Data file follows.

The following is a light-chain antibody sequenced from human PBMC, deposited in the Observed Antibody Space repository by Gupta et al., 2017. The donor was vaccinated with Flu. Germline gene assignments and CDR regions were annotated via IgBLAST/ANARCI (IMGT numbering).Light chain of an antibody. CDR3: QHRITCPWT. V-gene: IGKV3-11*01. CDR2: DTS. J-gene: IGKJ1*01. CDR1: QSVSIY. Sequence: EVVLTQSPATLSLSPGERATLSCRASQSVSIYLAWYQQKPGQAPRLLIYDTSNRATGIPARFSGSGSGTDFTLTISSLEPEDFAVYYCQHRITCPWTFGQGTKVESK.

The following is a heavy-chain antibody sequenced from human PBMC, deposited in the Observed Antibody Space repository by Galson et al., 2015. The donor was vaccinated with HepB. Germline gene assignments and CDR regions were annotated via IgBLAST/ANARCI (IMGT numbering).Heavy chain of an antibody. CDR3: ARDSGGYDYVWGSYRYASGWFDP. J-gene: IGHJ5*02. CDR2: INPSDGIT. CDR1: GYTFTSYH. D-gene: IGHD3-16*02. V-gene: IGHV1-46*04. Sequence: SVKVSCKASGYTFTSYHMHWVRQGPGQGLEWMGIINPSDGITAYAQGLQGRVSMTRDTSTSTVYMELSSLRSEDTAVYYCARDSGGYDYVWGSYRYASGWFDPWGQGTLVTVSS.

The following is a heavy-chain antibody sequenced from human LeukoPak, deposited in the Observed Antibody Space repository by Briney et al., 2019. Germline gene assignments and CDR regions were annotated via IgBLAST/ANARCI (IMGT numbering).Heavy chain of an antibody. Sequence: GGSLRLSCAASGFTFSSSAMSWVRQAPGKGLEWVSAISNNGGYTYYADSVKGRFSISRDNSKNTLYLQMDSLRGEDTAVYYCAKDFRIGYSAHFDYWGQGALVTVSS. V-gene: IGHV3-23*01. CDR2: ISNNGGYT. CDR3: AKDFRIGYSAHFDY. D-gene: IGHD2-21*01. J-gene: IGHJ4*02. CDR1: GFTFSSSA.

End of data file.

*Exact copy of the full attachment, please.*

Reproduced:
The following is a light-chain antibody sequenced from human PBMC, deposited in the Observed Antibody Space repository by Gupta et al., 2017. The donor was vaccinated with Flu. Germline gene assignments and CDR regions were annotated via IgBLAST/ANARCI (IMGT numbering).Light chain of an antibody. CDR3: QHRITCPWT. V-gene: IGKV3-11*01. CDR2: DTS. J-gene: IGKJ1*01. CDR1: QSVSIY. Sequence: EVVLTQSPATLSLSPGERATLSCRASQSVSIYLAWYQQKPGQAPRLLIYDTSNRATGIPARFSGSGSGTDFTLTISSLEPEDFAVYYCQHRITCPWTFGQGTKVESK.

The following is a heavy-chain antibody sequenced from human PBMC, deposited in the Observed Antibody Space repository by Galson et al., 2015. The donor was vaccinated with HepB. Germline gene assignments and CDR regions were annotated via IgBLAST/ANARCI (IMGT numbering).Heavy chain of an antibody. CDR3: ARDSGGYDYVWGSYRYASGWFDP. J-gene: IGHJ5*02. CDR2: INPSDGIT. CDR1: GYTFTSYH. D-gene: IGHD3-16*02. V-gene: IGHV1-46*04. Sequence: SVKVSCKASGYTFTSYHMHWVRQGPGQGLEWMGIINPSDGITAYAQGLQGRVSMTRDTSTSTVYMELSSLRSEDTAVYYCARDSGGYDYVWGSYRYASGWFDPWGQGTLVTVSS.

The following is a heavy-chain antibody sequenced from human LeukoPak, deposited in the Observed Antibody Space repository by Briney et al., 2019. Germline gene assignments and CDR regions were annotated via IgBLAST/ANARCI (IMGT numbering).Heavy chain of an antibody. Sequence: GGSLRLSCAASGFTFSSSAMSWVRQAPGKGLEWVSAISNNGGYTYYADSVKGRFSISRDNSKNTLYLQMDSLRGEDTAVYYCAKDFRIGYSAHFDYWGQGALVTVSS. V-gene: IGHV3-23*01. CDR2: ISNNGGYT. CDR3: AKDFRIGYSAHFDY. D-gene: IGHD2-21*01. J-gene: IGHJ4*02. CDR1: GFTFSSSA.